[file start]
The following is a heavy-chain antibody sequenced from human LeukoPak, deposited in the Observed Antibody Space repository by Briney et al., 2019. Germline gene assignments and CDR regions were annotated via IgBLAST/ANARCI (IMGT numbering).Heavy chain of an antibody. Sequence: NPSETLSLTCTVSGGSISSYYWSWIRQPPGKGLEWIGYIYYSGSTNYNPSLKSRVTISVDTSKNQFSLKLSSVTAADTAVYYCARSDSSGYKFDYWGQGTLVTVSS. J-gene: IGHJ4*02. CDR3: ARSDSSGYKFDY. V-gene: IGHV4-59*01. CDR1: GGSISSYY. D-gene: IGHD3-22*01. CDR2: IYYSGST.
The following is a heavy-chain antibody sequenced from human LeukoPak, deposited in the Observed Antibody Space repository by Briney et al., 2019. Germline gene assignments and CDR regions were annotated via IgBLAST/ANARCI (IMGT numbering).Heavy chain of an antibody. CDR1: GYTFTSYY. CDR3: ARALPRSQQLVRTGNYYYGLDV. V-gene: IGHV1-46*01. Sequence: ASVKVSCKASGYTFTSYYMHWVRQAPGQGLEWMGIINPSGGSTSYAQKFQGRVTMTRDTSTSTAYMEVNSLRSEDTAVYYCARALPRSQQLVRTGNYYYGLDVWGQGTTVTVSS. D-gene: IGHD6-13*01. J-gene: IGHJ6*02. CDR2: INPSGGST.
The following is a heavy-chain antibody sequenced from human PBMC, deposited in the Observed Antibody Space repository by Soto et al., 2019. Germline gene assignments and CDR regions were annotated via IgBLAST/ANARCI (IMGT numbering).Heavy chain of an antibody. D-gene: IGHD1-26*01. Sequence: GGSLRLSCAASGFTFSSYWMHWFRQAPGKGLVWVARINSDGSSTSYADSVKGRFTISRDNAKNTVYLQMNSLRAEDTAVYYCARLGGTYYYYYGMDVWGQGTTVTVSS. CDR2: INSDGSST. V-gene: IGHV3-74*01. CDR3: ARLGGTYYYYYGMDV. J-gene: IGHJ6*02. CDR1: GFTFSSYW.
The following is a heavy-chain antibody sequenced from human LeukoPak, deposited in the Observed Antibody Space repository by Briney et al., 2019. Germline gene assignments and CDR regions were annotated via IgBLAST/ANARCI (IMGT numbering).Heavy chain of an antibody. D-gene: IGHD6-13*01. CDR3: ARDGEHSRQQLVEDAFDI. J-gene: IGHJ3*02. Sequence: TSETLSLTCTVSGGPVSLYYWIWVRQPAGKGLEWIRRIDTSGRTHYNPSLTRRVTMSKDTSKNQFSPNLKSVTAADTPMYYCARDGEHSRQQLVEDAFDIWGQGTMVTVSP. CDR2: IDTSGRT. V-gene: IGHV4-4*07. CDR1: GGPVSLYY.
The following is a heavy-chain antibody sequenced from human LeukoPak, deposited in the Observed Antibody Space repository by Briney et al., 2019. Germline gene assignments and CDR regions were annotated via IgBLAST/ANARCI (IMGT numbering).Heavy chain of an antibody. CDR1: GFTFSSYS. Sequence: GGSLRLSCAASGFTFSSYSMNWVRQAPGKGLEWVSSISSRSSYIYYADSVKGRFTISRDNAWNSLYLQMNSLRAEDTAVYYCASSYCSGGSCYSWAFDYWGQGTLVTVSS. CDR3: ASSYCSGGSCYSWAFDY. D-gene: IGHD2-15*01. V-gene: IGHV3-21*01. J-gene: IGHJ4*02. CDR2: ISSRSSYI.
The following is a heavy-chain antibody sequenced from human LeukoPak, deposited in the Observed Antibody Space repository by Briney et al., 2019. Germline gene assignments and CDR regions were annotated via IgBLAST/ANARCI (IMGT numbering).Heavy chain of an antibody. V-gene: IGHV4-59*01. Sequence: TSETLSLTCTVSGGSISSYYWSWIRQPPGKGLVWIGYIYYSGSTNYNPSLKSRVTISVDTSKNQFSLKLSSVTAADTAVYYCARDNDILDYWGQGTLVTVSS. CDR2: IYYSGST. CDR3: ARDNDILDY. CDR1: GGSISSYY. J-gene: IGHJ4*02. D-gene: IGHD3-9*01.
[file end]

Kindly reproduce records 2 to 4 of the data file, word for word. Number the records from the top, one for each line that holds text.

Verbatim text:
The following is a heavy-chain antibody sequenced from human LeukoPak, deposited in the Observed Antibody Space repository by Briney et al., 2019. Germline gene assignments and CDR regions were annotated via IgBLAST/ANARCI (IMGT numbering).Heavy chain of an antibody. CDR1: GYTFTSYY. CDR3: ARALPRSQQLVRTGNYYYGLDV. V-gene: IGHV1-46*01. Sequence: ASVKVSCKASGYTFTSYYMHWVRQAPGQGLEWMGIINPSGGSTSYAQKFQGRVTMTRDTSTSTAYMEVNSLRSEDTAVYYCARALPRSQQLVRTGNYYYGLDVWGQGTTVTVSS. D-gene: IGHD6-13*01. J-gene: IGHJ6*02. CDR2: INPSGGST.
The following is a heavy-chain antibody sequenced from human PBMC, deposited in the Observed Antibody Space repository by Soto et al., 2019. Germline gene assignments and CDR regions were annotated via IgBLAST/ANARCI (IMGT numbering).Heavy chain of an antibody. D-gene: IGHD1-26*01. Sequence: GGSLRLSCAASGFTFSSYWMHWFRQAPGKGLVWVARINSDGSSTSYADSVKGRFTISRDNAKNTVYLQMNSLRAEDTAVYYCARLGGTYYYYYGMDVWGQGTTVTVSS. CDR2: INSDGSST. V-gene: IGHV3-74*01. CDR3: ARLGGTYYYYYGMDV. J-gene: IGHJ6*02. CDR1: GFTFSSYW.
The following is a heavy-chain antibody sequenced from human LeukoPak, deposited in the Observed Antibody Space repository by Briney et al., 2019. Germline gene assignments and CDR regions were annotated via IgBLAST/ANARCI (IMGT numbering).Heavy chain of an antibody. D-gene: IGHD6-13*01. CDR3: ARDGEHSRQQLVEDAFDI. J-gene: IGHJ3*02. Sequence: TSETLSLTCTVSGGPVSLYYWIWVRQPAGKGLEWIRRIDTSGRTHYNPSLTRRVTMSKDTSKNQFSPNLKSVTAADTPMYYCARDGEHSRQQLVEDAFDIWGQGTMVTVSP. CDR2: IDTSGRT. V-gene: IGHV4-4*07. CDR1: GGPVSLYY.